Identifying Molecular Species on Surfaces by Scanning Tunneling Microscopy: Methyl Pyruvate on Pd(111)
journal contributionposted on 07.03.2013, 00:00 by Michael Garvey, Yun Bai, J. Anibal Boscoboinik, Luke Burkholder, Thomas E. Sorensen, Wilfred T. Tysoe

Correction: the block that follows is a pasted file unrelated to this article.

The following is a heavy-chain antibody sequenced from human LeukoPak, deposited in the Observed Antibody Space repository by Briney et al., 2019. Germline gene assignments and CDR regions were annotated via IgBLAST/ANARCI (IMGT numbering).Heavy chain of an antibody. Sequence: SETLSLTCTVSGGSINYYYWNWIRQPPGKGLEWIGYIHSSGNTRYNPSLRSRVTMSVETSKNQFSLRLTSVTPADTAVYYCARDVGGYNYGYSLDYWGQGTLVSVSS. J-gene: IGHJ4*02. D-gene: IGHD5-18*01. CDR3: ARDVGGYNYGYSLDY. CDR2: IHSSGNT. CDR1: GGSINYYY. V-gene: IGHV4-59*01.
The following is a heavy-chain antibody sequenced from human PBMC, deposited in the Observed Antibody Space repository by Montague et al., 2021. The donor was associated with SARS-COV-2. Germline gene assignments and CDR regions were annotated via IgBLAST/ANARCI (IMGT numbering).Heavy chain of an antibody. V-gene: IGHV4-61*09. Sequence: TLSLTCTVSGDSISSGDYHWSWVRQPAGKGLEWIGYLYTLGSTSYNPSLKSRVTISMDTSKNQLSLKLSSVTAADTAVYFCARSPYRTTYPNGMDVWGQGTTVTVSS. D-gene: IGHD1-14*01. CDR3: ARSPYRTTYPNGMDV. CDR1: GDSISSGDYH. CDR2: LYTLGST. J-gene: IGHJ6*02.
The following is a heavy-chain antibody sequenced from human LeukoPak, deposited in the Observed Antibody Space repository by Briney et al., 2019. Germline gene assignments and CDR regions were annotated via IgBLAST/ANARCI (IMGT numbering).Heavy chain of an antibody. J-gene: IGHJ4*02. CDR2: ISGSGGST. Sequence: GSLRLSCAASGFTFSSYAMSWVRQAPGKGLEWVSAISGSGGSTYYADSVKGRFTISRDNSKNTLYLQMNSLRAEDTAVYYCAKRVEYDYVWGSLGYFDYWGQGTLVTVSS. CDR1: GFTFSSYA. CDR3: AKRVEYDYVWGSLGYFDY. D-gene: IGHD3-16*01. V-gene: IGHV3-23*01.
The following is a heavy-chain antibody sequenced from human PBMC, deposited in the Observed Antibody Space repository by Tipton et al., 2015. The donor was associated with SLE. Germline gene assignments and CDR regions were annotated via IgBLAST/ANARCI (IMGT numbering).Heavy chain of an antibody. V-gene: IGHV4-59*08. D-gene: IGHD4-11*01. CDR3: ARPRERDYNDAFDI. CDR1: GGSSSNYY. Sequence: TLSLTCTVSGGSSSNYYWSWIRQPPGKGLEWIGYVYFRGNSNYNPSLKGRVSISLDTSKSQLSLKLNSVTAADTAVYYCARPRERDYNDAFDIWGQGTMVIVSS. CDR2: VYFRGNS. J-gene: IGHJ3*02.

The structures of low coverages of methyl pyruvate on a Pd(111) surface at 120 K were studied using scanning tunneling microscopy in ultrahigh vacuum. The experimentally observed images were assigned to adsorbate structures using a combination of density functional theory calculations and by simulating the images using the Bardeen method. Two forms of methyl pyruvate were identified. The first, previously found using reflection–absorption infrared spectroscopy, was a flat-lying, keto form of cis-methyl pyruvate. It was characterized by elongated, two-lobed images with the long axes of the images oriented at ∼0 and ∼30° to the close-packed directions. The structure was simulated using clean, CO- and methyl-functionalized gold tips, and the simulated images agreed well with those found experimentally. The simulated structures were not strongly dependent on the tip structure or tip bias. This approach was used to identify the nature of the second species as the enol form of cis-methyl pyruvate with the carbonyl groups located over atop and bridge sites. Again, the orientation of the image with respect to the underlying Pd(111) lattice as well as the calculated image shape agreed well with the experimental images.